Does the IRS care about Governance? They don’t have authority, but they do have interest!

As stated in the instructions for the form 990, “Even though the information on policies and procedures requested in Section B generally isn’t required under the code, the IRS considers such policies and procedures to generally improve tax compliance. The absence of appropriate policies and procedures can lead to opportunities for excess benefit transactions, inurement, operation for non-exempt purposes, or other activities inconsistent with exempt status.”

In other words: the IRS is asking these questions to determine if the board is truly “in charge” by exercising its governance duties of care, loyalty and obedience, which are the best protections against bad stuff happening – like improper ways board members or staff might be receiving compensation or using the assets of the organization (in IRS terms, inurement), or making money outside the mission you received tax exemption to work on (“operations for non-exempt purposes” in IRS speak).

If you are missing too many key policies and practices – for example, you don’t keep minutes, lack a conflict of interest policy, and have paid people who also have a vote on the board – it can raise yellow or red flags that may lead to further inquiry.

Page 6, Part VI deals with governance, management and disclosure

Section A seeks to determine if there are any relationships with other entities that might diminish the independence of people involved, like family ties or business relationships.  Has the board given control to members to elect the board? Is there another organization that could make governance decisions normally handled by a board?  (“Parent” organizations such as hospital or higher education entities might face this challenge.)  Is there documentation of board decisions in question 8 – did you track what the board decided, usually through corporate minutes?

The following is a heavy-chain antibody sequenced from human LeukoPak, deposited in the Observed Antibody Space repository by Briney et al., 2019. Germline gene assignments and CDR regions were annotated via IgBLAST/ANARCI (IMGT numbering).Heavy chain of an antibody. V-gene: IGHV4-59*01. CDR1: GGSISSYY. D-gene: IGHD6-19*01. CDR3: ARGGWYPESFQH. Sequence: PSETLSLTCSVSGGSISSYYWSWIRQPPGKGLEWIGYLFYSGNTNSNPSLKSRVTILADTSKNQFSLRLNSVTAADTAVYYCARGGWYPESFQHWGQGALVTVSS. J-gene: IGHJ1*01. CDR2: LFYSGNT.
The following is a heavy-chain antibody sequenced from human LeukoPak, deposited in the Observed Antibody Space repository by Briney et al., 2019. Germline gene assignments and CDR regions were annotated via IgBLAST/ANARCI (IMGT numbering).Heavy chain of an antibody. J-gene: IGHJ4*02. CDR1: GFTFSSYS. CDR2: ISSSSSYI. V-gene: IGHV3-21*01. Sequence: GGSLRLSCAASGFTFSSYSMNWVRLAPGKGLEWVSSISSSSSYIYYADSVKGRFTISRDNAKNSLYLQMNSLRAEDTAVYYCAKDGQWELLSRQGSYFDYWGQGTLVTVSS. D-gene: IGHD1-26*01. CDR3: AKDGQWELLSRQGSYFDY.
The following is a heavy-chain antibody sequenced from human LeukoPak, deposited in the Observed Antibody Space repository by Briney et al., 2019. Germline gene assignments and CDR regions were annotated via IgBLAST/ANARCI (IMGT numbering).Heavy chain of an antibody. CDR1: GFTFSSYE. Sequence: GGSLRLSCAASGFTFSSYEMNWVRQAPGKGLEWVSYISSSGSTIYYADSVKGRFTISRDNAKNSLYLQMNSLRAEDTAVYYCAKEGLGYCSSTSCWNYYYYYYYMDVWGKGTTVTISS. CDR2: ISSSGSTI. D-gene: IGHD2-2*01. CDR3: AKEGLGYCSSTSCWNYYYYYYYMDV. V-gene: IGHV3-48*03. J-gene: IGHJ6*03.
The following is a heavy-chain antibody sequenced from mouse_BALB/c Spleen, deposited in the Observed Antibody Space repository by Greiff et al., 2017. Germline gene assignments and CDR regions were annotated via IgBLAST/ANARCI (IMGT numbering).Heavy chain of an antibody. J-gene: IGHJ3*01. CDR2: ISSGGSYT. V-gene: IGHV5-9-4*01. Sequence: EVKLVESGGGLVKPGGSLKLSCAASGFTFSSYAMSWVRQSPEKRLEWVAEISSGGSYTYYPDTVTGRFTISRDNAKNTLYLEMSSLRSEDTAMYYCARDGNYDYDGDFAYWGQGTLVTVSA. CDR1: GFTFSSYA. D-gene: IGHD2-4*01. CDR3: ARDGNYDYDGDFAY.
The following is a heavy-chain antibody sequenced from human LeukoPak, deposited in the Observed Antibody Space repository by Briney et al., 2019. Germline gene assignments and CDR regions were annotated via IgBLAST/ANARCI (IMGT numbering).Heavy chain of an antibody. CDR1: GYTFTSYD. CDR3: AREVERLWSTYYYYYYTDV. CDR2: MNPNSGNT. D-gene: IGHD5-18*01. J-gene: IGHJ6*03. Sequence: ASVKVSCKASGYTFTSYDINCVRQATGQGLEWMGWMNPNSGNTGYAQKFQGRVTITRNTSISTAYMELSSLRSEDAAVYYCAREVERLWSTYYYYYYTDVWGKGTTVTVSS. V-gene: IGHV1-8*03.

Section B delves into important policies that reflect governance is happening.

  • If chapters or branches of the organization exist, do they operate under policies set by the board?
  • Did the board see the 990 before it was submitted, and what process was used to review and discuss it (Live discussion at a meeting? Email discussion?)
  • Is there a policy and process to identify and deal with conflicts of interest? How are individual conflicts (potential or actual) made known to the board?
  • Do you have policies dealing with whistleblowers calling out illegal or unethical behaviors?
  • Is your document retention policy in place, in case the state or IRS come knocking?
  • Before setting compensation for the Executive Director and other key staff, what research did you do to ensure you aren’t out of line with comparable organizations?
  • Were you part of an arrangement with a for-profit business (rare, but it happens), such as in a joint venture?

Section C reflects the requirement to make your 990 form available to the public, and other ways you can be transparent to donors and community members.  Because the 990 is a public document, it’s important to be aware of the story that it tells about you. Foundations and other donors use this valuable source of information to make decisions – so be sure it’s accurate and compelling (to the extent that a tax form can be compelling!).

For other ways to use the 990 as a governance improvement document, see this helpful post: https://www.blumshapiro.com/insights/using-form-990-for-organizational-improvements/

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